Earth

The thawing of permafrost in northern latitudes, which greatly increases microbial decomposition of carbon compounds in soil, will dominate other effects of warming in the region and could become a major force promoting the release of carbon dioxide and thus further warming, according to a new assessment in the September 2008 issue of BioScience.

MADISON — If the lessons being learned by scientists about the demise of the last great North American ice sheet are correct, estimates of global sea level rise from a melting Greenland ice sheet may be seriously underestimated.

Writing this week (Aug. 31) in the journal Nature Geoscience, a team of researchers led by University of Wisconsin-Madison geologist Anders Carlson reports that sea level rise from greenhouse-induced warming of the Greenland ice sheet could be double or triple current estimates over the next century.

Researchers have yet to reach a consensus on how much and how quickly melting of the Greenland Ice Sheet will contribute to sea level rise. To shed light on this question, scientists at the University of Wisconsin and Columbia University's Center for Climate Systems Research analyzed the disappearance of the Laurentide Ice Sheet, the last ice sheet to melt completely in the Northern Hemisphere and the closest example of what can be expected to happen to the Greenland Ice Sheet in the next century.

Demand for corn -- the world's number one feed grain and a staple food for many -- is outstripping supply, resulting in large price increases that are forecast to continue over the next several years. If corn's intolerance of low temperatures could be overcome, then the length of the growing season, and yield, could be increased at present sites of cultivation and its range extended into colder regions.

Honolulu, Hawaii– From June 17-19th 2007, Kilauea experienced a new dike intrusion, where magma rapidly moved from a storage reservoir beneath the summit into the east rift zone and extended the rift zone by as much as 1 meter. Researchers from the University of Hawaii at Manoa (UHM), Scripps Institution of Oceanography at UC San Diego, and the U.S.

Shortly after Hurricanes Katrina and Rita hit the U.S., Rice University civil and mechanical engineering professor Satish Nagarajaiah studied damage done to offshore drilling platforms in the Gulf of Mexico. If tropical storm Gustav strengthens into a Category 3 hurricane, as forecasters are predicting, Nagarajaiah's findings could provide valuable knowledge about what to expect if Gustav hits the Gulf of Mexico oil platform regions.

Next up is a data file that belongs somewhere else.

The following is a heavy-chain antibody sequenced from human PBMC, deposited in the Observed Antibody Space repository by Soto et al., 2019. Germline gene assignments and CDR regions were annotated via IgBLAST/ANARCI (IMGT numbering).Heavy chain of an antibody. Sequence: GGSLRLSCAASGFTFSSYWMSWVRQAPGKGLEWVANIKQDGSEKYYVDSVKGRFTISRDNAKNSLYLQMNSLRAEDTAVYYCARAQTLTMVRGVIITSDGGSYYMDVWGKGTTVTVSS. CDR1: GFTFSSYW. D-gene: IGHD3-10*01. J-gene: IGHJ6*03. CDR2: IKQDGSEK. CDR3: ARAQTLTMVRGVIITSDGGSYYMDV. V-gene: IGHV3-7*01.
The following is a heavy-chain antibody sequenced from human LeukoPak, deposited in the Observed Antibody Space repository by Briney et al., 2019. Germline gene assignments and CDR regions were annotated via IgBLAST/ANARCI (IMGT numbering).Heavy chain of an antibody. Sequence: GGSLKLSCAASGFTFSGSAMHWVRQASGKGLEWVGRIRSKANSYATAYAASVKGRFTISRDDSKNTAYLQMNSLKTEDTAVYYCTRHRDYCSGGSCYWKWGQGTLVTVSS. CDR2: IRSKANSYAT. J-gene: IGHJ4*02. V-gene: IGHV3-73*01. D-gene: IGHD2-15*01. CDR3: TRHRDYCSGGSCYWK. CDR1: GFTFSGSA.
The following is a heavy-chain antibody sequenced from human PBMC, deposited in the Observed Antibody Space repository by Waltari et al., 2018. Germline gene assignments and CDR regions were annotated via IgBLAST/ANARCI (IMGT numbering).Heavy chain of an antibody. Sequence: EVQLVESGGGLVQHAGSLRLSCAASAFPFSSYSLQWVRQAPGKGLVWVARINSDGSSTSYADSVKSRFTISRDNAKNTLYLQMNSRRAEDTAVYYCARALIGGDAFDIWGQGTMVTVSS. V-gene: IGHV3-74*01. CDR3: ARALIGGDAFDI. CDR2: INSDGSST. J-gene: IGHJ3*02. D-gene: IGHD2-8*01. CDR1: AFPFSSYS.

(Boston) – Researchers examining images of gullies on the flanks of craters on Mars say they formed as recently as a few hundred thousand years ago and in sites once occupied by glaciers. The features are eerily reminiscent of gullies formed in Antarctica's mars-like McMurdo Dry Valleys.

The parallels between the Martian gullies and those in Antarctica's McMurdo Dry Valleys were made using the latest high-resolution images and technology from satellites orbiting Mars to observe key details of their geological setting.

Scientists have exploited crystals from lavas to unravel the records of volcanic eruptions.

The team, from Durham University and the University of Leeds, studied crystal formation from a volcano, in Santorini, in Greece, to calculate the timescale between the trigger of volcanic activity and the volcano's eruption.

They say the technique can be applied to other volcanoes – such as Vesuvius, near Naples, in Italy – and will help inform the decisions of civil defence agencies.

A solution to the world's worst case of ongoing mass poisoning, linked to rising cancer rates in Southern Asia, has been developed by researchers from Queen's University Belfast.

Currently over 70 million people in Eastern India and Bangladesh, experience involuntary arsenic exposure from consuming water and rice; the main staple food in the region. This includes farmers who have to use contaminated groundwater from minor irrigation schemes.

Following last summer's record minimum ice cover in the Arctic, current observations from ESA's Envisat satellite suggest that the extent of polar sea-ice may again shrink to a level very close to that of last year.